Theoretically, if the environmental review document determined that impacts from the project were so large they couldn’t possibly be mitigated, the city could deny permits.

“For instance, if the EIS concluded based on cumulative analysis that this was the wrong location, it’s hard to see how the city could issue those permits,” Munce said, although he doesn’t recall an environmental review ruling out a project in the seven years he’s been at the city.

For instance, if the EIS concluded based on cumulative analysis that this was the wrong location, it’s hard to see how the city could issue those permits.

Tacoma planner Ian Munce

In addition to evaluating harmful impacts, the EIS will also weigh the project’s positive attributes, including increased tax revenues to various government agencies and the jobs created during the years-long construction period and operation of the plant.

Supporters tout the projected 260 permanent positions and 1,000 more temporary construction jobs as the factory is built on 125 acres of vacant industrial land on the Hylebos Peninsula through 2021.

Northwest Innovation Works officials have said producing methanol from natural gas creates less of the greenhouse gas that contributes to climate change than the traditional coal-to-methanol process. The way the company plans to use electricity instead of natural gas to heat the manufacturing process will lower carbon emissions even further.

POSSIBLE DECISION POINT AHEAD FOR PORT

Bacon said the plant should be built if the benefits outweigh the risks, and people who are worried about potential risks should also consider their own impact on the environment.

People are concerned about air pollution. I ask them ‘When are you going to stop driving your car?’

Port of Tacoma commission president Connie Bacon

“People are concerned about air pollution,” Bacon said recently. “I ask them ‘When are you going to stop driving your car?’ ”

City Councilman Robert Thoms, whose district includes the Tideflats, said the port is the logical place for a methanol plant because that’s where the zoning allows it.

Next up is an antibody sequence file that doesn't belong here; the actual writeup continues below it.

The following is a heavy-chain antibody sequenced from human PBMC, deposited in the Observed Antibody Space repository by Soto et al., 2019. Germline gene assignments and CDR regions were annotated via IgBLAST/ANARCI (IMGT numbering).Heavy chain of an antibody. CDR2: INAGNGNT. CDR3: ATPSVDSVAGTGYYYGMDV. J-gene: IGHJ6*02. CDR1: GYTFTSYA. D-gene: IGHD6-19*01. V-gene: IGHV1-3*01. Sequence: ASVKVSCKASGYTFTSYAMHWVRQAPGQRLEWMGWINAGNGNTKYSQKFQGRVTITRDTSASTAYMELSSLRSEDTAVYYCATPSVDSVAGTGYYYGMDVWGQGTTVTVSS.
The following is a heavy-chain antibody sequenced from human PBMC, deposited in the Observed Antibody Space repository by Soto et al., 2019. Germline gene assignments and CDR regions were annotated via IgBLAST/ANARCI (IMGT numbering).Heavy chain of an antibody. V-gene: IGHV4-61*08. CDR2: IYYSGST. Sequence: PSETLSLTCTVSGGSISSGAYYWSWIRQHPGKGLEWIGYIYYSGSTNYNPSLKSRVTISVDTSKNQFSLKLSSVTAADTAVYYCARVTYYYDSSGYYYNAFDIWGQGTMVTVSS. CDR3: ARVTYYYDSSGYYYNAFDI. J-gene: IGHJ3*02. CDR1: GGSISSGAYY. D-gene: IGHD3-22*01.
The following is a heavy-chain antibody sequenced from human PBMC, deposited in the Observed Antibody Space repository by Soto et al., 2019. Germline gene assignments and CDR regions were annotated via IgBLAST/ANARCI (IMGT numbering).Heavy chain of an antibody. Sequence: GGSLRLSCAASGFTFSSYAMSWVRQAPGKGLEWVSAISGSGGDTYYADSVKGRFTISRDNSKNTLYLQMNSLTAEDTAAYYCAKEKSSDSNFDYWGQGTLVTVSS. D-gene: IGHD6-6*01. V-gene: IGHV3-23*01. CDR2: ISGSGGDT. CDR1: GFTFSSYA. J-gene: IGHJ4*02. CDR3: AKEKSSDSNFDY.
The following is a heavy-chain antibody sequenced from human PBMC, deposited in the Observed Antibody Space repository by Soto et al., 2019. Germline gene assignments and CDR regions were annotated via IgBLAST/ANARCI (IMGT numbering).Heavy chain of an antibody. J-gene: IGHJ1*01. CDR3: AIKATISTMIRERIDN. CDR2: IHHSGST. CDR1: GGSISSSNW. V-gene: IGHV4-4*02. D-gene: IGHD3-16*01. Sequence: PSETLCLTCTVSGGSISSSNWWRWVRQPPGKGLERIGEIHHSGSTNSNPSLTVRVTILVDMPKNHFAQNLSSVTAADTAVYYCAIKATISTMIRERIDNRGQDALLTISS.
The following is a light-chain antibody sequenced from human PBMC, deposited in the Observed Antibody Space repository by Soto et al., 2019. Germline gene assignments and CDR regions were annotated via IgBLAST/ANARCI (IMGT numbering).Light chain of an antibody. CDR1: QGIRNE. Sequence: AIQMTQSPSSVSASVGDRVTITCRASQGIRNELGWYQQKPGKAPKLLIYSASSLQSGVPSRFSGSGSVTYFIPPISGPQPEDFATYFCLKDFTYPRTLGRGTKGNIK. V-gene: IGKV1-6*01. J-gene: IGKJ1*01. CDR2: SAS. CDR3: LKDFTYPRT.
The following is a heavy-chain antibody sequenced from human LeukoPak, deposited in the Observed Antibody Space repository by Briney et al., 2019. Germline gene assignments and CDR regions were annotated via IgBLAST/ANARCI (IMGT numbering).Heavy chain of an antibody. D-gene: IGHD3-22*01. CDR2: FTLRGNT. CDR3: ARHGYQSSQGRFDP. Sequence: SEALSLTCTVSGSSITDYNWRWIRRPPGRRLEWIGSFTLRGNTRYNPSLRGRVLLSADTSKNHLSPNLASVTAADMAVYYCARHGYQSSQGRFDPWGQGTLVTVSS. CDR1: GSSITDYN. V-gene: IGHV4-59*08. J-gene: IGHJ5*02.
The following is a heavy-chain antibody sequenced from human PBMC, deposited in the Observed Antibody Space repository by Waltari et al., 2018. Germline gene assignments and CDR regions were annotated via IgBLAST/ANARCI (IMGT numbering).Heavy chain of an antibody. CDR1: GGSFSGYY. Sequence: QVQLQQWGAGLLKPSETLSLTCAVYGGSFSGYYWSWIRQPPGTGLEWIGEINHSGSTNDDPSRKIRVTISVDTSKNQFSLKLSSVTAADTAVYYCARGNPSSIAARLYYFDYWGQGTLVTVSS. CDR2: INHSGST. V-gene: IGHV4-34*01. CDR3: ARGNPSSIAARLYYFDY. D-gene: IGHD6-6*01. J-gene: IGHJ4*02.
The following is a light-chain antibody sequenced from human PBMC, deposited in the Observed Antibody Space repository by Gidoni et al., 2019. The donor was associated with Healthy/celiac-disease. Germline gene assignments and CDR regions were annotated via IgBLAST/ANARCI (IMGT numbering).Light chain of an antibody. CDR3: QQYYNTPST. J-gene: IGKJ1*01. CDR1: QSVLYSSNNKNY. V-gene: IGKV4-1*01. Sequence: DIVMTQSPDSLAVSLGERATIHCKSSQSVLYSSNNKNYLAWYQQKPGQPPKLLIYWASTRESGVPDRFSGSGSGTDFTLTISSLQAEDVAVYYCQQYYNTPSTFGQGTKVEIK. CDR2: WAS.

But, he says, the city still has a say. The council has the power the rezone the land to prohibit a methanol plant. He’s not advocating that change, but says, "We are not impotent. If people want to go after it, we can."

“I’m not going to stand by and have industrial uses that impede our quality of life or emergency response times. Period,” Thoms said. “I have grave concerns about anything that looks overly industrial down there. … The size and scope of projects does matter.”

I have grave concerns about anything that looks overly industrial down there. … The size and scope of projects does matter.

Tacoma City Councilman Robert Thoms

The port itself might have another shot at shaping the fate of the project. The commission could vote sometime in April to extend the feasibility period outlined in the Northwest Innovation Works lease, said Lou Paulsen, Port of Tacoma director for strategic operations projects. He said he expects the company will ask the port to extend the feasibility period, which currently expires April 30.

If the commission declined to extend the feasibility period, Paulsen said, it’s likely Northwest Innovation Works would not abandon the project but instead proceed to the next phase of the contract. But the company would have to enter the “construction phase” of its lease, forcing its rent payments to soar from the current $8,000 a month to approximately $270,000 per month.

Entering the construction phase also would lock the company more firmly into the lease, Paulsen said. Northwest Innovation Works can escape the lease during the feasibility phase if it pays the port $1.8 million, part of which would be credited from rent payments already received. That option goes away in the construction phase.

Paulsen said the lease does not give the port the same right to change its mind. The port could terminate the lease only in specific circumstances, such as if the company becomes insolvent.

Kate Martin: 253-597-8542, @KateReports

Upcoming public meetings on methanol project

Wednesday, Feb. 10: Greater Tacoma Convention and Trade Center, fifth floor, 1500 Broadway. Doors open at 5 p.m. for speaker sign up and the meeting starts at 6:30 p.m. Speakers will be called upon in order of sign up. There will be room for 1,900 people. The city of Tacoma is hosting this meeting to get comment on the draft scope of work regarding the Environmental Impact Statement.

Tuesday, Feb. 16: Meeker Middle School, 4402 Nassau Avenue NE. Doors open at 5 p.m. for speaker sign up. The meeting starts at 6:30 p.m. There will be room for 200 people.

Thursday, Feb. 18: The Fabulich Center, Room 104, 3600 Port of Tacoma Road. This Port of Tacoma commission meeting will include a presentation about the Northwest Innovation Works project and the time line for permitting and other issues. The meeting begins at noon.